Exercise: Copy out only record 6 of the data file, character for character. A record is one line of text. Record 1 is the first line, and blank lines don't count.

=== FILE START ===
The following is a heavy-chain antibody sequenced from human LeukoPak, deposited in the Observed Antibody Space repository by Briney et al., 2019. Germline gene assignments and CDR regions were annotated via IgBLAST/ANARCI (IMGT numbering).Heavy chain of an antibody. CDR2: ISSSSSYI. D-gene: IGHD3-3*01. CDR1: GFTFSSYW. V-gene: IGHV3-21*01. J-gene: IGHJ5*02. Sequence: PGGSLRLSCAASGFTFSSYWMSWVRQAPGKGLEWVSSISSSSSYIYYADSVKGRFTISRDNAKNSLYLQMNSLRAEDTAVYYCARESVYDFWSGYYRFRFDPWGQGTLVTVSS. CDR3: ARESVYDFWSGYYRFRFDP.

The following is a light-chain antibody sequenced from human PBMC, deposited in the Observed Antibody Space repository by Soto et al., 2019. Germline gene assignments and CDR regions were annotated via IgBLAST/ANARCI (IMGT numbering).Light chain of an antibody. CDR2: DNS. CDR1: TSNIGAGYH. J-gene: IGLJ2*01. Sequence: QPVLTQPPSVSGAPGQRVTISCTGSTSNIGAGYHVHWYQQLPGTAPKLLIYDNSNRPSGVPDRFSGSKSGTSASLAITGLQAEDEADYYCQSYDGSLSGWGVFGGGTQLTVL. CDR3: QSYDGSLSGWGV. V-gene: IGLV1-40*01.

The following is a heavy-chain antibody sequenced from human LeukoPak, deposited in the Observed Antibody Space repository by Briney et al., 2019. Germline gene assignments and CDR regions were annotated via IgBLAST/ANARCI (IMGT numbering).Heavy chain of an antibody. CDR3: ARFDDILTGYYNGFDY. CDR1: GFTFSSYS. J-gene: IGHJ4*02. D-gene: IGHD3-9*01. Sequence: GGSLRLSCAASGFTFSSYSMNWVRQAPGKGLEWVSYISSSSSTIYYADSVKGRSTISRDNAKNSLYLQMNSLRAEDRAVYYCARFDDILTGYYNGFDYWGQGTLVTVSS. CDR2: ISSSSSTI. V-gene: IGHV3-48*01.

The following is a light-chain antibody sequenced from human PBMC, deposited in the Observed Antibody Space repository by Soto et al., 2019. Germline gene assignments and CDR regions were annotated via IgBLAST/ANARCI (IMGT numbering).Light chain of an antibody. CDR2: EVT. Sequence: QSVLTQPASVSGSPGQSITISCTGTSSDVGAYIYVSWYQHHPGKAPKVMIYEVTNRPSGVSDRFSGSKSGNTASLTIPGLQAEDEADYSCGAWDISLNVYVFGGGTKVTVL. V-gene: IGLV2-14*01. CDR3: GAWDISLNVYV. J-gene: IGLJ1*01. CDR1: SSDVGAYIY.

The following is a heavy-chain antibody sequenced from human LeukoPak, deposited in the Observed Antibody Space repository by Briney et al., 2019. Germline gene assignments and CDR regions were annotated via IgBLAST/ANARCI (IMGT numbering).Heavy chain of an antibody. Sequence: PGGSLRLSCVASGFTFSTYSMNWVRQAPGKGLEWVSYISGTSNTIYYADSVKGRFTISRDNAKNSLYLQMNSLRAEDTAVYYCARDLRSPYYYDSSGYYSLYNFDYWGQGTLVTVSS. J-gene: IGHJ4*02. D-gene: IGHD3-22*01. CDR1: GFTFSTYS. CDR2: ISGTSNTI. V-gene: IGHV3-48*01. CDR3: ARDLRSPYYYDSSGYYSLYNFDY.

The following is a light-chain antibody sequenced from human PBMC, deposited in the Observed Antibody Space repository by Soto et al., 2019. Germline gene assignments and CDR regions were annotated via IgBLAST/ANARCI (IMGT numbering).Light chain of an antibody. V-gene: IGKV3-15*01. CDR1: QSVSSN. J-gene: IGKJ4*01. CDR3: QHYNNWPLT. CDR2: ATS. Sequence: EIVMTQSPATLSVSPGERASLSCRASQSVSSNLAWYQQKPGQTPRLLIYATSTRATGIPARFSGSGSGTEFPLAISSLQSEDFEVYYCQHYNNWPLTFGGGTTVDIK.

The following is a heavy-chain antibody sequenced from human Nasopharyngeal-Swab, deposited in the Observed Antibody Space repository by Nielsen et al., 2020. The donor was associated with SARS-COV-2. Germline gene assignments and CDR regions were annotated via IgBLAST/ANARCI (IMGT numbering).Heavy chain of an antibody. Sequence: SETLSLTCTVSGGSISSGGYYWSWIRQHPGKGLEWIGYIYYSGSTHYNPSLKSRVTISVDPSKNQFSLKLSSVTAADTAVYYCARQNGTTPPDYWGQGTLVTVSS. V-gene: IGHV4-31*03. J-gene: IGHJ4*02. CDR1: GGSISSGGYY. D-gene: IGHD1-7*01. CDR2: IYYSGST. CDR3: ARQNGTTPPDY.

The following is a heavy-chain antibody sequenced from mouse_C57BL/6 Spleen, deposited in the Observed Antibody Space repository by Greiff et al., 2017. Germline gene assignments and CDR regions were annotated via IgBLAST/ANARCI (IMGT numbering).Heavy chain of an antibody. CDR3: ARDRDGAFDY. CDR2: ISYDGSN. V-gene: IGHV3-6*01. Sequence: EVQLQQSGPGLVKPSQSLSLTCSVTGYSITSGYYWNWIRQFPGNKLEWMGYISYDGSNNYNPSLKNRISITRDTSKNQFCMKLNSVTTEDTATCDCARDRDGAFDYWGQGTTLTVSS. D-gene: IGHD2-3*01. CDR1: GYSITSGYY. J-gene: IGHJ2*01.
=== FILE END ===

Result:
The following is a light-chain antibody sequenced from human PBMC, deposited in the Observed Antibody Space repository by Soto et al., 2019. Germline gene assignments and CDR regions were annotated via IgBLAST/ANARCI (IMGT numbering).Light chain of an antibody. V-gene: IGKV3-15*01. CDR1: QSVSSN. J-gene: IGKJ4*01. CDR3: QHYNNWPLT. CDR2: ATS. Sequence: EIVMTQSPATLSVSPGERASLSCRASQSVSSNLAWYQQKPGQTPRLLIYATSTRATGIPARFSGSGSGTEFPLAISSLQSEDFEVYYCQHYNNWPLTFGGGTTVDIK.